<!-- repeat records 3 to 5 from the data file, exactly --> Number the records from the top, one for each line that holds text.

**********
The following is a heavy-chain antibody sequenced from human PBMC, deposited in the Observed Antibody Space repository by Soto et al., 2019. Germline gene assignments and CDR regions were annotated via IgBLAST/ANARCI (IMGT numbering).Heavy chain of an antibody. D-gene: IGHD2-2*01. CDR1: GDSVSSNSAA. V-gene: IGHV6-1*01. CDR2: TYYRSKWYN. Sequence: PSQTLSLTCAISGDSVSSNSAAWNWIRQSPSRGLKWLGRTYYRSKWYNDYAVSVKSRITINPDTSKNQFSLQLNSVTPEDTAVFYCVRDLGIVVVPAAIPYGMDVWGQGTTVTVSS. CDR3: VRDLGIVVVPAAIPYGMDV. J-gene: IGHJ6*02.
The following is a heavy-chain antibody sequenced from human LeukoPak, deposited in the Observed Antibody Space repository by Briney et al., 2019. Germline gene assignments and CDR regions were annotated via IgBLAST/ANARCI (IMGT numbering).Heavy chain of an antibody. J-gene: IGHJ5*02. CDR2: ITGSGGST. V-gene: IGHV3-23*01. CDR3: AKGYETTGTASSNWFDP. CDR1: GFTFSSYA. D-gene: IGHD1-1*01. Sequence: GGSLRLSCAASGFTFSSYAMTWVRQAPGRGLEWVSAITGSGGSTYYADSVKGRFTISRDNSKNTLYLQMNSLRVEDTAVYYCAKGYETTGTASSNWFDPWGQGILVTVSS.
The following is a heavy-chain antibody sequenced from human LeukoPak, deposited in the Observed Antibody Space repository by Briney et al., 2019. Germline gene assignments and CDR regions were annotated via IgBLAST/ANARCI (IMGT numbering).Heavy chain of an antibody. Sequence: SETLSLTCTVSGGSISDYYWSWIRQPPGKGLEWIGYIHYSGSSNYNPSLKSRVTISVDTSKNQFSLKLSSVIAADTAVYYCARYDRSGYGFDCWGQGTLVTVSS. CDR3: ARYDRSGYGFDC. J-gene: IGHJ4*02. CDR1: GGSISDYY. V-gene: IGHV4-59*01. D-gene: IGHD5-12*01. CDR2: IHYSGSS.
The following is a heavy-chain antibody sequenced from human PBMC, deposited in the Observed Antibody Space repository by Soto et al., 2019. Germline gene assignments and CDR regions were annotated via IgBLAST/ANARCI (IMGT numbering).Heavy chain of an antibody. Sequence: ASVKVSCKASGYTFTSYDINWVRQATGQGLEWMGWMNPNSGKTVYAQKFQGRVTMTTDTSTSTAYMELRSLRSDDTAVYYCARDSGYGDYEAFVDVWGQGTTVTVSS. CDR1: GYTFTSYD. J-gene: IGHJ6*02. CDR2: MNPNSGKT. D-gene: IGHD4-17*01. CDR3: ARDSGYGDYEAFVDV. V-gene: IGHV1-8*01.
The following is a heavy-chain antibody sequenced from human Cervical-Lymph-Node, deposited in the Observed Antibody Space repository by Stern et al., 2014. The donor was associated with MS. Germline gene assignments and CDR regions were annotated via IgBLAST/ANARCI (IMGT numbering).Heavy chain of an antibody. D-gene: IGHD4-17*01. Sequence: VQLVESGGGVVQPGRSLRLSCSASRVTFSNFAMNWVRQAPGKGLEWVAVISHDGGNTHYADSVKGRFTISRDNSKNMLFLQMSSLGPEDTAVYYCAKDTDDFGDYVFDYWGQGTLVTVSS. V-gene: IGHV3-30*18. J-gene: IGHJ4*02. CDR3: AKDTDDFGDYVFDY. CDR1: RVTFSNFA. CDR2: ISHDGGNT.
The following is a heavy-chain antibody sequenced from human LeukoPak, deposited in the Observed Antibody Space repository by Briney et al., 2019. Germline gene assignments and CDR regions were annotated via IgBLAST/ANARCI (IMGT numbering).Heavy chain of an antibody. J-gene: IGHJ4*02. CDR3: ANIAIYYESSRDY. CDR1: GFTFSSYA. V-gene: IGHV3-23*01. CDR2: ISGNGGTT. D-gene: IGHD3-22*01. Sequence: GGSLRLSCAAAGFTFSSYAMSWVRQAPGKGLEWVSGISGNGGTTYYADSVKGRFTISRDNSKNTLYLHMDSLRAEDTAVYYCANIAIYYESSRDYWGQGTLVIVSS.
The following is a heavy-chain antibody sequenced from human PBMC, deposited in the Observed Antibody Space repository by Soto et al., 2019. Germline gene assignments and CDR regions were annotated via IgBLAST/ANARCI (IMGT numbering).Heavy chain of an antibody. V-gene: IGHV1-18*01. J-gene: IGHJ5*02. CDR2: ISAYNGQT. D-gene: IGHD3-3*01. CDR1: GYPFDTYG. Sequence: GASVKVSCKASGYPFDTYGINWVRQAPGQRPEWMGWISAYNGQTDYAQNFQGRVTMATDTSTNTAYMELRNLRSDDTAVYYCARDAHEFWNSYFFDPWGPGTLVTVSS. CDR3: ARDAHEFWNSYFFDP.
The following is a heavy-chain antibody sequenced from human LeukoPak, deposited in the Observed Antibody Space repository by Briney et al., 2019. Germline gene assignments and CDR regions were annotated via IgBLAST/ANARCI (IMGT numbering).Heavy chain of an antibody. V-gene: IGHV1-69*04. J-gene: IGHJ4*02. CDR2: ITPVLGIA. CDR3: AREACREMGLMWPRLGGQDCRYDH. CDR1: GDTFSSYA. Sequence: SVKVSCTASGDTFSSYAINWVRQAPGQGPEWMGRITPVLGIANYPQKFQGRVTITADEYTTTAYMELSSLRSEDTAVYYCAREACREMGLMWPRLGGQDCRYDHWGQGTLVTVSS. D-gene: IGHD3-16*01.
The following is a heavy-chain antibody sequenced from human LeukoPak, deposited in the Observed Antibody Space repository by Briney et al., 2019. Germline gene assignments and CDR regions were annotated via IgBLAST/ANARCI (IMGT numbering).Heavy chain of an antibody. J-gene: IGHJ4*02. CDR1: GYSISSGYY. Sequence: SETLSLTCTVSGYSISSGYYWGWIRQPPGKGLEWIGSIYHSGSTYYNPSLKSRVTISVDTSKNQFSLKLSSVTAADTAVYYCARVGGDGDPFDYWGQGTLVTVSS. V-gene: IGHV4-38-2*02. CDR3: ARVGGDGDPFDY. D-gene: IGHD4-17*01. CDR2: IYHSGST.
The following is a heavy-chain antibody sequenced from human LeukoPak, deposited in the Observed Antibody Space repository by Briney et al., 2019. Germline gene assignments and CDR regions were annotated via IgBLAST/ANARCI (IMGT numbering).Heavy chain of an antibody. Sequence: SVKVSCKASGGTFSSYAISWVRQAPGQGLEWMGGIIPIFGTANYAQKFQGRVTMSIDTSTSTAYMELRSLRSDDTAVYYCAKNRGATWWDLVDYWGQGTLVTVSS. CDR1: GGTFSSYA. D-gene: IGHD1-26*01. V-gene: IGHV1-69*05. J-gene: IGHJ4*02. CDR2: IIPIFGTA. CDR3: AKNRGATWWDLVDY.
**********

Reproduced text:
The following is a heavy-chain antibody sequenced from human LeukoPak, deposited in the Observed Antibody Space repository by Briney et al., 2019. Germline gene assignments and CDR regions were annotated via IgBLAST/ANARCI (IMGT numbering).Heavy chain of an antibody. Sequence: SETLSLTCTVSGGSISDYYWSWIRQPPGKGLEWIGYIHYSGSSNYNPSLKSRVTISVDTSKNQFSLKLSSVIAADTAVYYCARYDRSGYGFDCWGQGTLVTVSS. CDR3: ARYDRSGYGFDC. J-gene: IGHJ4*02. CDR1: GGSISDYY. V-gene: IGHV4-59*01. D-gene: IGHD5-12*01. CDR2: IHYSGSS.
The following is a heavy-chain antibody sequenced from human PBMC, deposited in the Observed Antibody Space repository by Soto et al., 2019. Germline gene assignments and CDR regions were annotated via IgBLAST/ANARCI (IMGT numbering).Heavy chain of an antibody. Sequence: ASVKVSCKASGYTFTSYDINWVRQATGQGLEWMGWMNPNSGKTVYAQKFQGRVTMTTDTSTSTAYMELRSLRSDDTAVYYCARDSGYGDYEAFVDVWGQGTTVTVSS. CDR1: GYTFTSYD. J-gene: IGHJ6*02. CDR2: MNPNSGKT. D-gene: IGHD4-17*01. CDR3: ARDSGYGDYEAFVDV. V-gene: IGHV1-8*01.
The following is a heavy-chain antibody sequenced from human Cervical-Lymph-Node, deposited in the Observed Antibody Space repository by Stern et al., 2014. The donor was associated with MS. Germline gene assignments and CDR regions were annotated via IgBLAST/ANARCI (IMGT numbering).Heavy chain of an antibody. D-gene: IGHD4-17*01. Sequence: VQLVESGGGVVQPGRSLRLSCSASRVTFSNFAMNWVRQAPGKGLEWVAVISHDGGNTHYADSVKGRFTISRDNSKNMLFLQMSSLGPEDTAVYYCAKDTDDFGDYVFDYWGQGTLVTVSS. V-gene: IGHV3-30*18. J-gene: IGHJ4*02. CDR3: AKDTDDFGDYVFDY. CDR1: RVTFSNFA. CDR2: ISHDGGNT.